Book remembers leading man of 1920s

Ramon Navarro challenged Rudolph Valentino for title as cinema's reigning ‘Latin lover'
Published: May 1, 2012
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During Hollywood's silent era, most people remember Rudolph Valentino as cinema's reigning “Latin Lover.” But there was another dashing, dark-eyed actor who, though now mostly forgotten, regularly challenged Valentino for the crown.

Ramon Novarro was for many years in the 1920s a hot property in Hollywood and one of the industry's most sought-after romantic leading men. As one of MGM's top box-office attractions, Novarro headlined such classic films as “The Student Prince,” “Mata Hari” and the original, silent version of “Ben-Hur,” and shared the screen with such luminous leading ladies as Myrna Loy, Joan Crawford, Greta Garbo and Norma Shearer.

But his film legacy was tarnished by the sordid nature of his untimely death, and that story is told in grim detail in the riveting but tragic biography “Beyond Paradise: The Life of Ramon Novarro” (University Press of Mississippi, $25). The 416-page paperback is the work of Andre Soares, a California screenwriter who is also chief editor of “Alternative Film Guide.”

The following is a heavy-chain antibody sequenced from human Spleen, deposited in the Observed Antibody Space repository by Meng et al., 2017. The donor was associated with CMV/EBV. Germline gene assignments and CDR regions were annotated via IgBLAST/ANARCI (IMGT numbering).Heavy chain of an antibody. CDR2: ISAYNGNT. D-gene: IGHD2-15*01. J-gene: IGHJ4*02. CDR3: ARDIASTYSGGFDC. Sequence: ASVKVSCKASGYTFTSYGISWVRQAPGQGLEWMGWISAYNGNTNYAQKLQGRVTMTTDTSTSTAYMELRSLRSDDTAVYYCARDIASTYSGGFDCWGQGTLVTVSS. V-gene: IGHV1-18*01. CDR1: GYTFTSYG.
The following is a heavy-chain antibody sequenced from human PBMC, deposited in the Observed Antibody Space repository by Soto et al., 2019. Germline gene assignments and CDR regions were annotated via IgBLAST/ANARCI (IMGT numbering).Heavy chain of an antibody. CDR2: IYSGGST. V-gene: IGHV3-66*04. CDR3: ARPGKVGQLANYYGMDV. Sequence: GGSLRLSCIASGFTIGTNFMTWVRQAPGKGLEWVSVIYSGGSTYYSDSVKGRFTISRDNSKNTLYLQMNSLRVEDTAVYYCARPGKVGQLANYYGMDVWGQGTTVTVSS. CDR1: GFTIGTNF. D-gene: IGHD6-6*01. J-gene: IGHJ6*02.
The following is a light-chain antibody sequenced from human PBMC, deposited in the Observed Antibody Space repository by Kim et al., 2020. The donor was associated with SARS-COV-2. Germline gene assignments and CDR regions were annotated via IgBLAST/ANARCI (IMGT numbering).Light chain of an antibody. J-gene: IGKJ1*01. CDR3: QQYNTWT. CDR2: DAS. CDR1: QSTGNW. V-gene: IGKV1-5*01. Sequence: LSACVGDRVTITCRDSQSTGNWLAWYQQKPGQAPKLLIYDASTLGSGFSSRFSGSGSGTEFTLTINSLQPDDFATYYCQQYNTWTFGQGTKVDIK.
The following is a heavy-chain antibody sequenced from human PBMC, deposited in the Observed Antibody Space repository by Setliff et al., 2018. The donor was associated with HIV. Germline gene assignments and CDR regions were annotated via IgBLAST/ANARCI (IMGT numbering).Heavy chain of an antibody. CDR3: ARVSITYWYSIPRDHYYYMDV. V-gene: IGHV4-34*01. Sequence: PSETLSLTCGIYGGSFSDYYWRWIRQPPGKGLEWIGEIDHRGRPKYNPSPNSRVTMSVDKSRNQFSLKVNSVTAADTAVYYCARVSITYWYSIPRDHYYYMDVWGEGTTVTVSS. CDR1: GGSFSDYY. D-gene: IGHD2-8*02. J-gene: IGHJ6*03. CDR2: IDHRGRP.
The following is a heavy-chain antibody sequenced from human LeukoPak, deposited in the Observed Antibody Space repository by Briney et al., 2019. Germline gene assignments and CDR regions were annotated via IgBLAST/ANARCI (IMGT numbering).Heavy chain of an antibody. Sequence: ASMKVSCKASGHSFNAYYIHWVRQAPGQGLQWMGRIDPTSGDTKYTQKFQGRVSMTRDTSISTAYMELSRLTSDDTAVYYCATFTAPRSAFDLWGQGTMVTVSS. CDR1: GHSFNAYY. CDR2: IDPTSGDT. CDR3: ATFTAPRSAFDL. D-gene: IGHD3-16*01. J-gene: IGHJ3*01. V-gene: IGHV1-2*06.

Soares writes that Novarro was born Ramon Samaniego to a prominent Mexican family. He came to America in 1913 to flee the violence of civil war in his native country.

Throughout the 1920s and '30s, Novarro was a Latin heartthrob, idolized by millions and the star of some 50 motion pictures, whose fame as a “Latin lover” rivaled Valentino's (who was, in fact, Italian).